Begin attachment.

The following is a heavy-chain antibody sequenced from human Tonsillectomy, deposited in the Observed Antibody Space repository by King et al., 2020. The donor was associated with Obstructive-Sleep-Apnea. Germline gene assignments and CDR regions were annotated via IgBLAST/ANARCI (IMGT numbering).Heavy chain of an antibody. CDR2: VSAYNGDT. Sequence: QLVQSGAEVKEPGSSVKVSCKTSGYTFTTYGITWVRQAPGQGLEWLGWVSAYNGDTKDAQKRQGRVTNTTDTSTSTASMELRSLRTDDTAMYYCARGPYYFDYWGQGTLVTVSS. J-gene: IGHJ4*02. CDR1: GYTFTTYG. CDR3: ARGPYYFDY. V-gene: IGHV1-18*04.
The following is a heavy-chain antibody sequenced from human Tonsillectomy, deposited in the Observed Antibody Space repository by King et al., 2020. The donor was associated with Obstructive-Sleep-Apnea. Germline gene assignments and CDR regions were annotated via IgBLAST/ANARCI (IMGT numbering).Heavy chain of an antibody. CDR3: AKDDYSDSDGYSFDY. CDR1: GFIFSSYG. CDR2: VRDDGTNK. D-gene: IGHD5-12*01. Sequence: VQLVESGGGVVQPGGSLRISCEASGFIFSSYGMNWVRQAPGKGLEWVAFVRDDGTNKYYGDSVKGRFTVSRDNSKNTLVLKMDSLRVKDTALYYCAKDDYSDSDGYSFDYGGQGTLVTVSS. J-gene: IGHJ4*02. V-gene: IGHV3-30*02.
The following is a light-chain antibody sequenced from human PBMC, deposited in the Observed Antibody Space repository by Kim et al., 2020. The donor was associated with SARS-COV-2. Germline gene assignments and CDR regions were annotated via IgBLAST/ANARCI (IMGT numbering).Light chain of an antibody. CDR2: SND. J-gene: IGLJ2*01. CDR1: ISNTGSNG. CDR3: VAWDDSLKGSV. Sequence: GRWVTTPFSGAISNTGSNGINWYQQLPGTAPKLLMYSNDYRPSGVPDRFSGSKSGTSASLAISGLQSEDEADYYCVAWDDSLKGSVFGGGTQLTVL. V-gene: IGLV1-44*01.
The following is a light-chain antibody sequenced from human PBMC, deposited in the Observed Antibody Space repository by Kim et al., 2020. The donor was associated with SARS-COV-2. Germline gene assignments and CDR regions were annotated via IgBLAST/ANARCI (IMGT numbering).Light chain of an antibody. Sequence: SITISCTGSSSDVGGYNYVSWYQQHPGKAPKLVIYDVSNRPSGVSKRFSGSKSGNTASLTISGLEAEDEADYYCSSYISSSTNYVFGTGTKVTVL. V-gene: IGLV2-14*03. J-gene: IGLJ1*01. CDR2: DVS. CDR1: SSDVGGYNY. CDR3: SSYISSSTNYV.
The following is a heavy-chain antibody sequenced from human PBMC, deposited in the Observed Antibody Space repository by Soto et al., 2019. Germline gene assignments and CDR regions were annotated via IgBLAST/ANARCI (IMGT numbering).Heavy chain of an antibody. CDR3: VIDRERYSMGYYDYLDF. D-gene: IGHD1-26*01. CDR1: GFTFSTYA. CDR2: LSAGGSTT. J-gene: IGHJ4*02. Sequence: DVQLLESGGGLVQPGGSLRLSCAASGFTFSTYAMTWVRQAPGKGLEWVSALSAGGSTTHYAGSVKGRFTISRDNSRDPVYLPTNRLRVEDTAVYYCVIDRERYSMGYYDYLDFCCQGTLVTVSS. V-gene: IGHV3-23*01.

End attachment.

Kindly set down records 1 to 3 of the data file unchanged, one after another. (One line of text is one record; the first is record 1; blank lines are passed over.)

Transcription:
The following is a heavy-chain antibody sequenced from human Tonsillectomy, deposited in the Observed Antibody Space repository by King et al., 2020. The donor was associated with Obstructive-Sleep-Apnea. Germline gene assignments and CDR regions were annotated via IgBLAST/ANARCI (IMGT numbering).Heavy chain of an antibody. CDR2: VSAYNGDT. Sequence: QLVQSGAEVKEPGSSVKVSCKTSGYTFTTYGITWVRQAPGQGLEWLGWVSAYNGDTKDAQKRQGRVTNTTDTSTSTASMELRSLRTDDTAMYYCARGPYYFDYWGQGTLVTVSS. J-gene: IGHJ4*02. CDR1: GYTFTTYG. CDR3: ARGPYYFDY. V-gene: IGHV1-18*04.
The following is a heavy-chain antibody sequenced from human Tonsillectomy, deposited in the Observed Antibody Space repository by King et al., 2020. The donor was associated with Obstructive-Sleep-Apnea. Germline gene assignments and CDR regions were annotated via IgBLAST/ANARCI (IMGT numbering).Heavy chain of an antibody. CDR3: AKDDYSDSDGYSFDY. CDR1: GFIFSSYG. CDR2: VRDDGTNK. D-gene: IGHD5-12*01. Sequence: VQLVESGGGVVQPGGSLRISCEASGFIFSSYGMNWVRQAPGKGLEWVAFVRDDGTNKYYGDSVKGRFTVSRDNSKNTLVLKMDSLRVKDTALYYCAKDDYSDSDGYSFDYGGQGTLVTVSS. J-gene: IGHJ4*02. V-gene: IGHV3-30*02.
The following is a light-chain antibody sequenced from human PBMC, deposited in the Observed Antibody Space repository by Kim et al., 2020. The donor was associated with SARS-COV-2. Germline gene assignments and CDR regions were annotated via IgBLAST/ANARCI (IMGT numbering).Light chain of an antibody. CDR2: SND. J-gene: IGLJ2*01. CDR1: ISNTGSNG. CDR3: VAWDDSLKGSV. Sequence: GRWVTTPFSGAISNTGSNGINWYQQLPGTAPKLLMYSNDYRPSGVPDRFSGSKSGTSASLAISGLQSEDEADYYCVAWDDSLKGSVFGGGTQLTVL. V-gene: IGLV1-44*01.